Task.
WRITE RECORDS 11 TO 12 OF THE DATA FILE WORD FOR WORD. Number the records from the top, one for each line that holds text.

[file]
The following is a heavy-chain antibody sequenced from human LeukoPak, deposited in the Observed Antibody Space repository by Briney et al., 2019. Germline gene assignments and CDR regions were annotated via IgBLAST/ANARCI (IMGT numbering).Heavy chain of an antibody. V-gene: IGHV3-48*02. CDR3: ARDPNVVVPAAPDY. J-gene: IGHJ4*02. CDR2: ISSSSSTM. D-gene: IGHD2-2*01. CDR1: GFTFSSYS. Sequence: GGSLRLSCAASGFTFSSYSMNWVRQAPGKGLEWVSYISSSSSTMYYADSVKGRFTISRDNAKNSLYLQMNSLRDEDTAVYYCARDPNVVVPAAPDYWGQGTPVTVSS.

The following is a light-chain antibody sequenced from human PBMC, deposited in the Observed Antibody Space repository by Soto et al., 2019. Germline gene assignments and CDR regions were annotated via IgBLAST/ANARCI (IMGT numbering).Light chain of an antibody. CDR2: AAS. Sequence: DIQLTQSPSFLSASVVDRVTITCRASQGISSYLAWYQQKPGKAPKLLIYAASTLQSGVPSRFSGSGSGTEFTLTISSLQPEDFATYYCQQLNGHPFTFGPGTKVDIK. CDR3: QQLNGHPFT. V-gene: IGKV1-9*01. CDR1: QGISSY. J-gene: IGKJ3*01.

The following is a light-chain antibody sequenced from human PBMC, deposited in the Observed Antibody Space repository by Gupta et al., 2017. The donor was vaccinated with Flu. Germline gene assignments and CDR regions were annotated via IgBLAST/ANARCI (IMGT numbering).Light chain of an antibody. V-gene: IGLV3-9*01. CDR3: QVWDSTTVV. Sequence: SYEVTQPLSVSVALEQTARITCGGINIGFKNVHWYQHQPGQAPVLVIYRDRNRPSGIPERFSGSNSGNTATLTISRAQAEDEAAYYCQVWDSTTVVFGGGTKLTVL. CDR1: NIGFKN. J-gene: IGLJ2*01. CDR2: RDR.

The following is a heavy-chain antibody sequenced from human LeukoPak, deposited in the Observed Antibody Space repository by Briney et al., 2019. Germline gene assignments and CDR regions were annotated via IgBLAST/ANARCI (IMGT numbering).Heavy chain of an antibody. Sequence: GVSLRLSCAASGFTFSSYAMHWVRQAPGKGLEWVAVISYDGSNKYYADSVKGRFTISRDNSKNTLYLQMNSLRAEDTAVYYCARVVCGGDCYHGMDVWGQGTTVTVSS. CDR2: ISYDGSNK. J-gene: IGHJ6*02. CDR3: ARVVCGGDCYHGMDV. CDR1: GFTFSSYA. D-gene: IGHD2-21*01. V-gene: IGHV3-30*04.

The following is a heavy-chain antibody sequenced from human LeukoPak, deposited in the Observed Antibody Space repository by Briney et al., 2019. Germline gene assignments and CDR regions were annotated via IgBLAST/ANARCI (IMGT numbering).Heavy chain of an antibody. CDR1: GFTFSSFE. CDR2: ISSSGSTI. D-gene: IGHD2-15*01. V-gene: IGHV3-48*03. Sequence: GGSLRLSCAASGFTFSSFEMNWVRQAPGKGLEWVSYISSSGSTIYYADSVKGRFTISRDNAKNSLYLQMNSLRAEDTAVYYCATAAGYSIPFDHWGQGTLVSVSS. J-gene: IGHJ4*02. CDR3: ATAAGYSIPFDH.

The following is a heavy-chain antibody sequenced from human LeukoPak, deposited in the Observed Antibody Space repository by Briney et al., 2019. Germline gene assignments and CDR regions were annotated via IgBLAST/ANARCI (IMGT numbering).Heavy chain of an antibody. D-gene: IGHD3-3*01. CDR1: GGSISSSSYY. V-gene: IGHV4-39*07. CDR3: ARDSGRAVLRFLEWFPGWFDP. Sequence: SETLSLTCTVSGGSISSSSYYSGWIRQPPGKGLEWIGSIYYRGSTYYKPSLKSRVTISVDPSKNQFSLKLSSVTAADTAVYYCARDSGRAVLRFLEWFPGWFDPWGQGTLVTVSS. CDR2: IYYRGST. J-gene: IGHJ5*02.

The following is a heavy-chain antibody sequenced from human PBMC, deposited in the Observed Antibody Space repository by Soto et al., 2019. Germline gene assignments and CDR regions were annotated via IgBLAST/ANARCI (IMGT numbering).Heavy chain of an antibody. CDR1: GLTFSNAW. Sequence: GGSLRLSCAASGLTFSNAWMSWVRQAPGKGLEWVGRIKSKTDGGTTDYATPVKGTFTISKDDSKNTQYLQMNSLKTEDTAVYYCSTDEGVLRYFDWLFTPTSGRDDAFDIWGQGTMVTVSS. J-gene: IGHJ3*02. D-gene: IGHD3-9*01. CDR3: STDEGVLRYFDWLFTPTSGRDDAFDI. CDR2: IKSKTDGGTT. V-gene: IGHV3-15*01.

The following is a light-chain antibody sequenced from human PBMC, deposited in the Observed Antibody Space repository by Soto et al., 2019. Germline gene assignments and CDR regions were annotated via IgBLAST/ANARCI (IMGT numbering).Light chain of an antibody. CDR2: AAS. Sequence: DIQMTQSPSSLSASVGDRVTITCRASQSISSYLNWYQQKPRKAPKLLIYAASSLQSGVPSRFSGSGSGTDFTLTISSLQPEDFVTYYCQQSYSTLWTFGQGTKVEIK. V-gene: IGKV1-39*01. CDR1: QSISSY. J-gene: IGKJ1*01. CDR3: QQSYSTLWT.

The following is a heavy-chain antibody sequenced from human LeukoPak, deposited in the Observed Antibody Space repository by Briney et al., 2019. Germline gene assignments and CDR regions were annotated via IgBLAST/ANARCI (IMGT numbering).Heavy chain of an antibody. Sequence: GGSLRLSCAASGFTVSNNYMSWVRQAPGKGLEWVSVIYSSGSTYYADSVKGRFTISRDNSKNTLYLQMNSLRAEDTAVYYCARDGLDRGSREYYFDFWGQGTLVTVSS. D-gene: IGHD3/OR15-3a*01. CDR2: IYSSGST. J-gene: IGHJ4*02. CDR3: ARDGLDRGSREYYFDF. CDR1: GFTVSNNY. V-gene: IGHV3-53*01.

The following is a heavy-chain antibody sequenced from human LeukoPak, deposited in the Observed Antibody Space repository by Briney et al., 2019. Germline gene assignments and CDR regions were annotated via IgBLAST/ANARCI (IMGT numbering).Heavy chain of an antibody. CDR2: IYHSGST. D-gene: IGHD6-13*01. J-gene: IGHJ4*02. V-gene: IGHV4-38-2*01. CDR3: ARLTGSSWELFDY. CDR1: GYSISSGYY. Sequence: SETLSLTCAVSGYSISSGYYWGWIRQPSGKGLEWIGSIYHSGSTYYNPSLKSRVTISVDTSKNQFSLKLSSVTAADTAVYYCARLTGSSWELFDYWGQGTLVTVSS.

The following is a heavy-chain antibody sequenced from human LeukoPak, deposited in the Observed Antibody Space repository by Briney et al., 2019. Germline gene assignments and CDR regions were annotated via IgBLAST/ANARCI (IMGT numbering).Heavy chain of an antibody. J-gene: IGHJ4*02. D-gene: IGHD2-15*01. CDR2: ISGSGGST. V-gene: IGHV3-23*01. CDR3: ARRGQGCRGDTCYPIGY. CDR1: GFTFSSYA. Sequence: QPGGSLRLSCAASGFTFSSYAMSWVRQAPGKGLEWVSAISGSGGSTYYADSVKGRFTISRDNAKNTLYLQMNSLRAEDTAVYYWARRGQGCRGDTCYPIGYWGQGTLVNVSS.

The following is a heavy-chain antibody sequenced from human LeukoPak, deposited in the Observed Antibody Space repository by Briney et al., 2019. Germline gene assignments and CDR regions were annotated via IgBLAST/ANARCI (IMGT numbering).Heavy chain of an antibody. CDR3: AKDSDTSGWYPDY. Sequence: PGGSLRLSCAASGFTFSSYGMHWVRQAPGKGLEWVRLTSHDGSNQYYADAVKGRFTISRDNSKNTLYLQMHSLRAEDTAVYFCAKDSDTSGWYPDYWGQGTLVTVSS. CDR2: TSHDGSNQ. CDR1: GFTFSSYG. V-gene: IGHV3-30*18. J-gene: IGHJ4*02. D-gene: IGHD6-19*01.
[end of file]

The following is a heavy-chain antibody sequenced from human LeukoPak, deposited in the Observed Antibody Space repository by Briney et al., 2019. Germline gene assignments and CDR regions were annotated via IgBLAST/ANARCI (IMGT numbering).Heavy chain of an antibody. J-gene: IGHJ4*02. D-gene: IGHD2-15*01. CDR2: ISGSGGST. V-gene: IGHV3-23*01. CDR3: ARRGQGCRGDTCYPIGY. CDR1: GFTFSSYA. Sequence: QPGGSLRLSCAASGFTFSSYAMSWVRQAPGKGLEWVSAISGSGGSTYYADSVKGRFTISRDNAKNTLYLQMNSLRAEDTAVYYWARRGQGCRGDTCYPIGYWGQGTLVNVSS.

The following is a heavy-chain antibody sequenced from human LeukoPak, deposited in the Observed Antibody Space repository by Briney et al., 2019. Germline gene assignments and CDR regions were annotated via IgBLAST/ANARCI (IMGT numbering).Heavy chain of an antibody. CDR3: AKDSDTSGWYPDY. Sequence: PGGSLRLSCAASGFTFSSYGMHWVRQAPGKGLEWVRLTSHDGSNQYYADAVKGRFTISRDNSKNTLYLQMHSLRAEDTAVYFCAKDSDTSGWYPDYWGQGTLVTVSS. CDR2: TSHDGSNQ. CDR1: GFTFSSYG. V-gene: IGHV3-30*18. J-gene: IGHJ4*02. D-gene: IGHD6-19*01.